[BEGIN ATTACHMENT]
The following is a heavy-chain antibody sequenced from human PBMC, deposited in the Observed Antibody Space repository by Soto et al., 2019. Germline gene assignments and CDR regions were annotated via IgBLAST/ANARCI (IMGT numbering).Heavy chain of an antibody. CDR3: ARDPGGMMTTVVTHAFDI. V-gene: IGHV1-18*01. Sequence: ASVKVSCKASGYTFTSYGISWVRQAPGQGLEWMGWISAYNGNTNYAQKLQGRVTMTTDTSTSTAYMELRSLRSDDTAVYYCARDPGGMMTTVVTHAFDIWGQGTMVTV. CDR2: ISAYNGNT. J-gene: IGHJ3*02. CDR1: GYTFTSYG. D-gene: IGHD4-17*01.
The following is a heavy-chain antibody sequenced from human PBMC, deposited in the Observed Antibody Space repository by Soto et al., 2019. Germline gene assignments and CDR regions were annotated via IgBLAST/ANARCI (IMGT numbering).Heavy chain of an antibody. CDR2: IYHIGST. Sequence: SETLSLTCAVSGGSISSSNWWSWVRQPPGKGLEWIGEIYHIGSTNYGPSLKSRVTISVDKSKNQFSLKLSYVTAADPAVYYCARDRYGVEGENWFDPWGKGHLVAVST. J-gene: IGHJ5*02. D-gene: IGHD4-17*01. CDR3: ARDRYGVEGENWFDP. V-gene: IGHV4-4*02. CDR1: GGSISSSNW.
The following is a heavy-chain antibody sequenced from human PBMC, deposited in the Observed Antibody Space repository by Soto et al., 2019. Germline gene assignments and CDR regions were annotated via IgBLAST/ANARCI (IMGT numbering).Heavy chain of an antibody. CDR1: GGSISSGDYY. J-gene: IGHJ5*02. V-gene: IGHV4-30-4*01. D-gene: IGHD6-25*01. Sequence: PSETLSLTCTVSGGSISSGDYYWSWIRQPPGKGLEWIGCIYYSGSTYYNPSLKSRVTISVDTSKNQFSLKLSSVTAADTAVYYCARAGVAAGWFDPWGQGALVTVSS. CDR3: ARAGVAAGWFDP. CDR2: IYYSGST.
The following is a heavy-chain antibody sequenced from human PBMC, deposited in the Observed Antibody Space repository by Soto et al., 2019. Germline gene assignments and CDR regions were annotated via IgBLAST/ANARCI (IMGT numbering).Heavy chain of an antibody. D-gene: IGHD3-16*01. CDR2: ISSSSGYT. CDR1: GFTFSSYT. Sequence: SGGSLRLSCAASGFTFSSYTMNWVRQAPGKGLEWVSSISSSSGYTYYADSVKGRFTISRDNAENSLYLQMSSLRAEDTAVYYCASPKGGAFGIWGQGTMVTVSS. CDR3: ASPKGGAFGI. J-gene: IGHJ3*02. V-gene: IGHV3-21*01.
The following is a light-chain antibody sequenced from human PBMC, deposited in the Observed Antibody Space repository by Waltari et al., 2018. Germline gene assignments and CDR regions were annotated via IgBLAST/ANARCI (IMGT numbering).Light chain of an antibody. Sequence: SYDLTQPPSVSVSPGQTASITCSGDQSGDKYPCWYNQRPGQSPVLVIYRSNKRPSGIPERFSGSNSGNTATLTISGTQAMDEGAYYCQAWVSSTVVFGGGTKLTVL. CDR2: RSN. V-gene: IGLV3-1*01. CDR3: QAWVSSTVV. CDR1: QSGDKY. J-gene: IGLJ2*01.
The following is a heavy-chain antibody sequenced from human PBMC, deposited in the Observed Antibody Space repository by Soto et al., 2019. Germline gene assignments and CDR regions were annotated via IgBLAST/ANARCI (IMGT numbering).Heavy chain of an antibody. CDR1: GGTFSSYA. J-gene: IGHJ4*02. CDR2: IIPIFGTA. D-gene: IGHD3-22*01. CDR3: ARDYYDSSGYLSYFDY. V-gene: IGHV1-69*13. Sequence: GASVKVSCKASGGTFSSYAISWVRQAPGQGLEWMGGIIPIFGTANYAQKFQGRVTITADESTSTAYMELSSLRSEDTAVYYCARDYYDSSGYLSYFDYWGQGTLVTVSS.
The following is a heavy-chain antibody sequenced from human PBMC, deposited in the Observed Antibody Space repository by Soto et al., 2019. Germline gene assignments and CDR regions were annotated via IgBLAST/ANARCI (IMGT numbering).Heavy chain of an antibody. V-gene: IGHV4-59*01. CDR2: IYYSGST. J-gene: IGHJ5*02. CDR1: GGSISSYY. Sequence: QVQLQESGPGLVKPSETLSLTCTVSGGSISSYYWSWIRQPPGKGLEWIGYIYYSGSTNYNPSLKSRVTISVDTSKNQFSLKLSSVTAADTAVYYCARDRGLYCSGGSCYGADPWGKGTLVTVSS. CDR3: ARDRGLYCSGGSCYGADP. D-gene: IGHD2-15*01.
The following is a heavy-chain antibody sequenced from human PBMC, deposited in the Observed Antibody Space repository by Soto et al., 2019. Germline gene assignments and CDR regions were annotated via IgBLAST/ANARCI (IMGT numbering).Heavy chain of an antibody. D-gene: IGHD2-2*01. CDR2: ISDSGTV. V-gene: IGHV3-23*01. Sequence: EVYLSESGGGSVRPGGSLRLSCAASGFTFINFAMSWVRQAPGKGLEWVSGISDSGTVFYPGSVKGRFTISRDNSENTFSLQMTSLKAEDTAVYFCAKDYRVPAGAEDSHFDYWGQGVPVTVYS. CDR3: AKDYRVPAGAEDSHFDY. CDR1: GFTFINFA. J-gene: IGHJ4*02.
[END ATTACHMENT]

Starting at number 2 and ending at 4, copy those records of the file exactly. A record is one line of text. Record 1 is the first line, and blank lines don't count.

The following is a heavy-chain antibody sequenced from human PBMC, deposited in the Observed Antibody Space repository by Soto et al., 2019. Germline gene assignments and CDR regions were annotated via IgBLAST/ANARCI (IMGT numbering).Heavy chain of an antibody. CDR2: IYHIGST. Sequence: SETLSLTCAVSGGSISSSNWWSWVRQPPGKGLEWIGEIYHIGSTNYGPSLKSRVTISVDKSKNQFSLKLSYVTAADPAVYYCARDRYGVEGENWFDPWGKGHLVAVST. J-gene: IGHJ5*02. D-gene: IGHD4-17*01. CDR3: ARDRYGVEGENWFDP. V-gene: IGHV4-4*02. CDR1: GGSISSSNW.
The following is a heavy-chain antibody sequenced from human PBMC, deposited in the Observed Antibody Space repository by Soto et al., 2019. Germline gene assignments and CDR regions were annotated via IgBLAST/ANARCI (IMGT numbering).Heavy chain of an antibody. CDR1: GGSISSGDYY. J-gene: IGHJ5*02. V-gene: IGHV4-30-4*01. D-gene: IGHD6-25*01. Sequence: PSETLSLTCTVSGGSISSGDYYWSWIRQPPGKGLEWIGCIYYSGSTYYNPSLKSRVTISVDTSKNQFSLKLSSVTAADTAVYYCARAGVAAGWFDPWGQGALVTVSS. CDR3: ARAGVAAGWFDP. CDR2: IYYSGST.
The following is a heavy-chain antibody sequenced from human PBMC, deposited in the Observed Antibody Space repository by Soto et al., 2019. Germline gene assignments and CDR regions were annotated via IgBLAST/ANARCI (IMGT numbering).Heavy chain of an antibody. D-gene: IGHD3-16*01. CDR2: ISSSSGYT. CDR1: GFTFSSYT. Sequence: SGGSLRLSCAASGFTFSSYTMNWVRQAPGKGLEWVSSISSSSGYTYYADSVKGRFTISRDNAENSLYLQMSSLRAEDTAVYYCASPKGGAFGIWGQGTMVTVSS. CDR3: ASPKGGAFGI. J-gene: IGHJ3*02. V-gene: IGHV3-21*01.